Monday, September 12, 2011

Your new job is here, tweet me now

Dear Sir or Madam,
Please find attached my letter and CV for your attention.
Thank you for your attention and consideration.
Yours Sincerely

Wake me up before you go go, indeed! This landed on my desk today along with approaches from several other would-be journalists who were obviously asleep during the class on intro writing.
I’m fed up wading through turgid ‘letters of application’ and monstrous CVs outlining an early career in retail handling and a flirtation with the upper slopes of the Andes.
I want reporters who can find stories that no-one else has got and write them quickly and accurately.
That’s why in my latest recruitment ad potential recruits have to respond via Twitter. They’ve got 140 characters* to tell me what they can do and why I should consider them.
I keep getting told there is an over-supply of qualified people wanting to do journalism. Well, maybe there is but there’s definitely not an over-supply of people who are any good.
Tweet me now, please @alangeere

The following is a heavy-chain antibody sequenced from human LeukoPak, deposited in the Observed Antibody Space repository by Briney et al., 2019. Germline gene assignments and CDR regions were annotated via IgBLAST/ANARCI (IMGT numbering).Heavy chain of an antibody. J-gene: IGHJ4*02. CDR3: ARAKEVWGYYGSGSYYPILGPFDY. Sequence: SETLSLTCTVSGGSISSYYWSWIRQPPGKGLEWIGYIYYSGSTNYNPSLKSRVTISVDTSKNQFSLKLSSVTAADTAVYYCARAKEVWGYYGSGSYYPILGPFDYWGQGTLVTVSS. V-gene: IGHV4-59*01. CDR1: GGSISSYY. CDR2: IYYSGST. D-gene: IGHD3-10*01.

*If you’re not sure what 140 characters looks like it’s the Dear Sir or Madam effort at the top of this page

Tuesday, April 19, 2011

Roll up, roll up for Newspaper Roulette

I SOMETIMES think we make this editing lark a bit too complicated.
Ok, so guilty as charged with the three-day training course I have devised, modestly called ‘How to be a Great Editor’ (£895 + VAT, discount for early booking) and apologies to the surprised reader who emailed me this week in cantankerous tones about why we use ages of people in stories only to get a pompous “in all my years as an editor...” phone call.
Today we’re sat in the newsroom in the middle of the first of three long, short weeks (© Blaylock, D. M.) trying to decide what to do with a half-decent tale about a popular town centre restaurant that we learn is closing down. It has succumbed to the pressures of cheaper competition and the site will be sold off for housing, or more likely ‘Delightful Waterfront Residences’.
I don’t like holding anything (insert own joke here) but the only decent space, without tearing up too many finished pages, is back in the twenty-somethings. Next week – a three-day week in the weekly newspaper world – it will get a decent show and maybe even make the front if we dress it up a bit.